We all know of the primary element of long-distance interstellar travel in the Star Trek universe being that of linear warp travel at faster-than-light speed from one point in space to another.

However, are there any canonical (books or series) instances in the Star Trek universe where point to point space folding travel is mentioned/displayed (similar to the BSG Reimagined Series)? An instant “zap” from one spot in space to another?

Does any species possess this technology?

  • Do you specifically mean only "space folding travel", or do you mean "any near-instantaneous point-to-point travel across interstellar distances"? My expectation is that you meant the latter, with "space folding travel" being one example of how that might be accomplished. – Makyen Jul 5 at 20:28
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    Not sure if this qualifies as an answer, but in TNG:"The High Ground", a band of terrorists use a technology called "dimensional shift" to instantaneously teleport between their secret base and targets of their activities. Would "dimensional shift" be the same concept as "space folding"? – Anthony X Jul 5 at 22:10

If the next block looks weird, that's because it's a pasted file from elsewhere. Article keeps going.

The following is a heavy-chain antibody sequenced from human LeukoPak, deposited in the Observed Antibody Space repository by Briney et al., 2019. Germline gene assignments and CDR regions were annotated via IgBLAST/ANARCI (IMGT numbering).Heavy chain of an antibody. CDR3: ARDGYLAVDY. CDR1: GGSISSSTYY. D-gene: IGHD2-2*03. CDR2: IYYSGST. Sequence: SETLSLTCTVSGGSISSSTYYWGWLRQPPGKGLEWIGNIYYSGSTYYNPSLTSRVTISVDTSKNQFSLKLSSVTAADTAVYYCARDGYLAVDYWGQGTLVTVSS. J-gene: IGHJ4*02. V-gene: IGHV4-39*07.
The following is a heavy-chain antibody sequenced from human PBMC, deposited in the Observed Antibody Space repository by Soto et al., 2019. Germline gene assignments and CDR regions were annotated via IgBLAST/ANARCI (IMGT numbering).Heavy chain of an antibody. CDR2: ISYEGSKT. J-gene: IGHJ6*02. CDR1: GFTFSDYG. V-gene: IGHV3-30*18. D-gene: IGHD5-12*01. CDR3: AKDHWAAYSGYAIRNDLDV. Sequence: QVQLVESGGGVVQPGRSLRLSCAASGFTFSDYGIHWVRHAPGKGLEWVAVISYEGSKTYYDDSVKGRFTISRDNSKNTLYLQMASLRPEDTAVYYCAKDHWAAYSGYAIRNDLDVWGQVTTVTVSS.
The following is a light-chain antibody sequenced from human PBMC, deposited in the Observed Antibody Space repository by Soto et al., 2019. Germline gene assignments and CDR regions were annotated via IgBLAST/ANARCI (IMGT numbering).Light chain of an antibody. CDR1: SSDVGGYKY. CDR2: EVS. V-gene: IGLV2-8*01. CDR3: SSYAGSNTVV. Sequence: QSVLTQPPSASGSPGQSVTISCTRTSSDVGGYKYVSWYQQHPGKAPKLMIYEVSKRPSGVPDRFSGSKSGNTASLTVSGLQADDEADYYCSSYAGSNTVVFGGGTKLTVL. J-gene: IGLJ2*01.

• I recall a lot of stretching and folding special effects when the Cytherians pulled the Enterprise 30,000 light years – Blaze Jul 6 at 0:00
  • @Makyen I meant the latter. Hence the BSG reference. – MissouriSpartan Jul 6 at 3:00
  • Why 'linear' warp travel? – Mozibur Ullah Jul 6 at 14:44

The Sikarians (as seen in VOY: Prime Factors) have a device called a 'spatial trajector' which operates on the principle of folding space in order to travel vast distances instantly.